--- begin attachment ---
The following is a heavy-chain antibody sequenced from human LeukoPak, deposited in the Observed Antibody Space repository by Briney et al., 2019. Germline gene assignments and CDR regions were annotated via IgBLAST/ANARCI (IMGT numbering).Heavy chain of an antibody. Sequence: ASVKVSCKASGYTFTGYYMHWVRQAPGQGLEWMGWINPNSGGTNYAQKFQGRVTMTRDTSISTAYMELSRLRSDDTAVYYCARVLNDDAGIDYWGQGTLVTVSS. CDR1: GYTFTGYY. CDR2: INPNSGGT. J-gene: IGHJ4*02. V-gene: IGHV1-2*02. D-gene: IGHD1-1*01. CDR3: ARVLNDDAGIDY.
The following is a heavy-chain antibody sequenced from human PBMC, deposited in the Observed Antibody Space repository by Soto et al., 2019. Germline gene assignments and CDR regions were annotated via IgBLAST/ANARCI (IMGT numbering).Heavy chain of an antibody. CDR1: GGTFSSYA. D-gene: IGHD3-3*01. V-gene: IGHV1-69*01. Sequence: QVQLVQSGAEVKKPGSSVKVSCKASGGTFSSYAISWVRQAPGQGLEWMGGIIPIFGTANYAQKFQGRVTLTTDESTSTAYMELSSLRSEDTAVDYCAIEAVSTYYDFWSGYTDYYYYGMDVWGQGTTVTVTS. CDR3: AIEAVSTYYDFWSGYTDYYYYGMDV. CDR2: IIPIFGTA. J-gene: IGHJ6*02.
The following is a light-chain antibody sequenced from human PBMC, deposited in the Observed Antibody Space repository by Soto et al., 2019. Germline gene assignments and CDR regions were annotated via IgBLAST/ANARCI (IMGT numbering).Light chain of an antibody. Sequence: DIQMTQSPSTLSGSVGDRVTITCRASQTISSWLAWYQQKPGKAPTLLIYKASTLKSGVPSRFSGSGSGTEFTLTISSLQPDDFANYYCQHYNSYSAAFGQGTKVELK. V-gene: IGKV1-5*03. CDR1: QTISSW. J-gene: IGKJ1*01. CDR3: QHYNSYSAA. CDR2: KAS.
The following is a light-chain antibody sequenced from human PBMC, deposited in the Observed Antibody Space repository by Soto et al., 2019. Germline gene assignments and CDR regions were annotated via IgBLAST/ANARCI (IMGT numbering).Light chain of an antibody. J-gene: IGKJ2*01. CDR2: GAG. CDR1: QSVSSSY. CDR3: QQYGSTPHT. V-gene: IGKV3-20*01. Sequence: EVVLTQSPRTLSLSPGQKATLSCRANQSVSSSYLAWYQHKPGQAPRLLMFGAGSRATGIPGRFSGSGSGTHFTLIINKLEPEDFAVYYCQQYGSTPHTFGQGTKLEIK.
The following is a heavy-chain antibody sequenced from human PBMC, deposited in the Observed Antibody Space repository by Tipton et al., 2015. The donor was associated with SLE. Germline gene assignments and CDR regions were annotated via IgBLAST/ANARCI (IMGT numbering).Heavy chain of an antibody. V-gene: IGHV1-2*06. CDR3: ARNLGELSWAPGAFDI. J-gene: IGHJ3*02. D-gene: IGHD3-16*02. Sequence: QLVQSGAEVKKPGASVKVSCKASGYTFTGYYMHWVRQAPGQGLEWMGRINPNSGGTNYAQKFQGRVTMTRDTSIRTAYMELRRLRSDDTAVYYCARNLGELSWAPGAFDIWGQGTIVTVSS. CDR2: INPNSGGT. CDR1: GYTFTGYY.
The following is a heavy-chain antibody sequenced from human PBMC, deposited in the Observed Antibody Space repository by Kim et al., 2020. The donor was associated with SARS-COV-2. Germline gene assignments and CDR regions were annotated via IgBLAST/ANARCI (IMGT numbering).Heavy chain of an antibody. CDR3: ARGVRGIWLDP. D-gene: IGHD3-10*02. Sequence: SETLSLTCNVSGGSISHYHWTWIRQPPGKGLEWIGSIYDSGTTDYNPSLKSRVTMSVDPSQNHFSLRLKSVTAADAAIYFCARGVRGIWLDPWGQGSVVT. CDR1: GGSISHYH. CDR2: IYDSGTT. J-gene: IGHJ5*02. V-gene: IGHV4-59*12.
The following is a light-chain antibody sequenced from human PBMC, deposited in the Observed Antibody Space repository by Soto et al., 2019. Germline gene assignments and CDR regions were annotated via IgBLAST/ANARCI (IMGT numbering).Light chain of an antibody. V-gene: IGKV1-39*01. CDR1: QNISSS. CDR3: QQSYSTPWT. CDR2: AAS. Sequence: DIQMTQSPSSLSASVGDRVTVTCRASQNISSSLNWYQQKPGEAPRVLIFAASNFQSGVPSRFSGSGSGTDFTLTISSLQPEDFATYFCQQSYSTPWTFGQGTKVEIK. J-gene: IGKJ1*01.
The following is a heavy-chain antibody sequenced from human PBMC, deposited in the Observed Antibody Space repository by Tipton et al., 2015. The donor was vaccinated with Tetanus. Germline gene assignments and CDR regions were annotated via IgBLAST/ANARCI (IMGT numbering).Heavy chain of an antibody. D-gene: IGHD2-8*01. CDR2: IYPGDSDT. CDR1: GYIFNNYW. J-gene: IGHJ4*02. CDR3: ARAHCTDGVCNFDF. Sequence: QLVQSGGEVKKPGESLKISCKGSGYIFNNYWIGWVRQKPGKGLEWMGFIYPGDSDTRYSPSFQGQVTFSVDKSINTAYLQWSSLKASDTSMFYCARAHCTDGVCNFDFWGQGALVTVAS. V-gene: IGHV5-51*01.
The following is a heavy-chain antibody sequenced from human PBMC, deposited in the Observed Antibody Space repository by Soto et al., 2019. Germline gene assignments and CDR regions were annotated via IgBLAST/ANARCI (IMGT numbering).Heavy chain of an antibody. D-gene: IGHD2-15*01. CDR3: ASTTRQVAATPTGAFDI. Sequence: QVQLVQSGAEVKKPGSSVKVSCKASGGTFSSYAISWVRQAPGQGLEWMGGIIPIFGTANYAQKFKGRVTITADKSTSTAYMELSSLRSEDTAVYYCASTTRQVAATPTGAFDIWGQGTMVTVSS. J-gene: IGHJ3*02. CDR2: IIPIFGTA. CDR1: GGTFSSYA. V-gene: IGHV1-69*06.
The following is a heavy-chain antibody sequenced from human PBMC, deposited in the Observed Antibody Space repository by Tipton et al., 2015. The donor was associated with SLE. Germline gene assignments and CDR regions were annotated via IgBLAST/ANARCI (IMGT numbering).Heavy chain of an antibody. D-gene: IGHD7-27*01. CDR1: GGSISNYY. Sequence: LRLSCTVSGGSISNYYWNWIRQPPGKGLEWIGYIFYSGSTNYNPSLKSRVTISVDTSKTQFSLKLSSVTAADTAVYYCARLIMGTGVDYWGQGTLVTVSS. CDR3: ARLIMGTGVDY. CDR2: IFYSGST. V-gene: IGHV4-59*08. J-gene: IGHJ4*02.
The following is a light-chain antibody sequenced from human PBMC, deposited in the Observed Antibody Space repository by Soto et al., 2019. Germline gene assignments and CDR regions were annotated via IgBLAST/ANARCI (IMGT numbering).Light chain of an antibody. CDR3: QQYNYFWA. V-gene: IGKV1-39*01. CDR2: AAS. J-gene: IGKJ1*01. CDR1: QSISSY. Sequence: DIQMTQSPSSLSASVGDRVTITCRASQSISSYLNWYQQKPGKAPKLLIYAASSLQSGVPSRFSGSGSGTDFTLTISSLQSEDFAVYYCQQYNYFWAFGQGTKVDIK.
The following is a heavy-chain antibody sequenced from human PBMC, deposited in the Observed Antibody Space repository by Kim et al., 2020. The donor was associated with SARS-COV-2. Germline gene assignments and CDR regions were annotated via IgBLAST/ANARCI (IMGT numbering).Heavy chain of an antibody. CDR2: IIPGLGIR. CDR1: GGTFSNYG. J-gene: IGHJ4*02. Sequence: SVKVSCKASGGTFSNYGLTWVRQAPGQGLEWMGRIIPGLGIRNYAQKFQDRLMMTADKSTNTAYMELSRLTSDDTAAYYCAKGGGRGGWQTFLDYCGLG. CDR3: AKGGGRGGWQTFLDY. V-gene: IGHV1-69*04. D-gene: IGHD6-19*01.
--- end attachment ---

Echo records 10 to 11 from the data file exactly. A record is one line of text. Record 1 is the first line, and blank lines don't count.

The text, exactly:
The following is a heavy-chain antibody sequenced from human PBMC, deposited in the Observed Antibody Space repository by Tipton et al., 2015. The donor was associated with SLE. Germline gene assignments and CDR regions were annotated via IgBLAST/ANARCI (IMGT numbering).Heavy chain of an antibody. D-gene: IGHD7-27*01. CDR1: GGSISNYY. Sequence: LRLSCTVSGGSISNYYWNWIRQPPGKGLEWIGYIFYSGSTNYNPSLKSRVTISVDTSKTQFSLKLSSVTAADTAVYYCARLIMGTGVDYWGQGTLVTVSS. CDR3: ARLIMGTGVDY. CDR2: IFYSGST. V-gene: IGHV4-59*08. J-gene: IGHJ4*02.
The following is a light-chain antibody sequenced from human PBMC, deposited in the Observed Antibody Space repository by Soto et al., 2019. Germline gene assignments and CDR regions were annotated via IgBLAST/ANARCI (IMGT numbering).Light chain of an antibody. CDR3: QQYNYFWA. V-gene: IGKV1-39*01. CDR2: AAS. J-gene: IGKJ1*01. CDR1: QSISSY. Sequence: DIQMTQSPSSLSASVGDRVTITCRASQSISSYLNWYQQKPGKAPKLLIYAASSLQSGVPSRFSGSGSGTDFTLTISSLQSEDFAVYYCQQYNYFWAFGQGTKVDIK.